Nuqumu is one of three villages on the shores of Nukubati Bay and is the home village for Salote and Rajeli. Set on level lawn in the midst of coconuts and breadfruit trees, the small houses were more squarely aligned around the church and a playing field than they had been in hilly Naviquiri.
Nuqumu's church, also Methodist, was much smaller than the one we'd attended the previous Sunday, and from the outside it appeared so decrepit as to give us pause over the addition of four large-sized foreigners! Inside, however, was charming if a bit shabby. To my surprise, I realized that despite being a closed-in building, its underlying shape was the eight-sided lozenge of Samoan fales. Equally surprising were the tall windows all around, which had actual glass in sashes that stood open like French doors to the breeze and rustle of the trees. The walls were a soothing blue, with the altar and pulpit dressed out in lavender satin and lace, and these were topped by three flower arrangements (that may well have been plastic!) The pews were old and handmade, if not actually hand-hewn, with tall backs and narrow benches. The five rowssqueezed in on the left, as last week, were packed with kids, but this time the pews on the right were given over to the choir. This left two banks of five pews each in the main nave for the balance of the congregation…of which there were about ten people until our party of six arrived!
We were late, about twenty minutes after the "bell" (drum beat) for the ten o'clock service, and had to wait for a prayer to finish to slip into our seats -- front row, of course, for the honored guests! Despite our tardiness, shortly after our arrival, a handsome young man in the choir (Rajeli's brother, we later learned) stood up and made us a formal speech of welcome in English. And that, except for the collection, was about it for anything we visitors could understand. Fortunately, this service was shorter than the Naviqiri one (shortened further by our late arrival), and, while the choir did its best, its smaller number made for a less vigorous performance. The highlight of the service for us came at the end, when the children, being dismissed, came each and every one to shake our hands!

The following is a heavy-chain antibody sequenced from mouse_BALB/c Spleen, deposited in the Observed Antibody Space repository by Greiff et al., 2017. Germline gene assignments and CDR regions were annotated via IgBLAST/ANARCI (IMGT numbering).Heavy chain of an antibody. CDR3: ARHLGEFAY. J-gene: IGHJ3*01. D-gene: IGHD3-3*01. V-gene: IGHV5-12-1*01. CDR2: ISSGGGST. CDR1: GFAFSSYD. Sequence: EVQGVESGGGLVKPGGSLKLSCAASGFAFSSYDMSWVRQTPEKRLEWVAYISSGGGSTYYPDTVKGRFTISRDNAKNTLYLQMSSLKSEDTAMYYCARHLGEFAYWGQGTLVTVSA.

Back at the resort we met the friends that had waylaid Jenny. Like Jenny, James and his wife Pearlie, divide their time between Australia and this part of Fiji, and, again like Jenny, James, grew up in this area. The difference is that James is almost the last trustee of his Scottish great-grandfather's estate which contains over a thousand acres of copra plantations in this part of Vanua Levu. Copra is the dried meat of the coconut, which in the past was in high demand for many oils and products, and the copra industry was once the economic mainstay of many tropical nations. Copra fell out of favor when substitutes were found with less cholesterol and saturated fat, and thereby the financial underpinnings of many island peoples went down the drain. We've seen the impact over and over in our travels, for example the Kuna Indians of Panama's San Blas Islands or the Marquesans in French Polynesia, where many landowners we met were cutting down their coconut trees and putting in Nonni. (Nonni is a tree which produces a fruit that appears to have some great health benefits when fermented. Here in Fiji, Nonni is called Kura, and we are taking a dose of it every morning. It tastes horrid!)
A new wind is blowing through the coconut plantations, however. Research has revealed that the historic way of extracting coconut oil – where the oil from pressed coconut is allowed to naturally separate – as opposed to the technological system of heating it that overtook the old way – actually produces a better product. Now known as "virgin coconut oil", it may in fact be the most healthful oil of all! New interest is also burgeoning in coconut as a crop for biofuels as well as for virgin coconut oil, and entrepreneurs are setting up plants here to produce it. The problem is that many old plantations, like the ones in James' family, have been neglected in recent generations, and the task of overhauling things and restoring them to productive status is monumental.
So James and Pearlie are here trying to get a grip on things, and they invited us to come visit.
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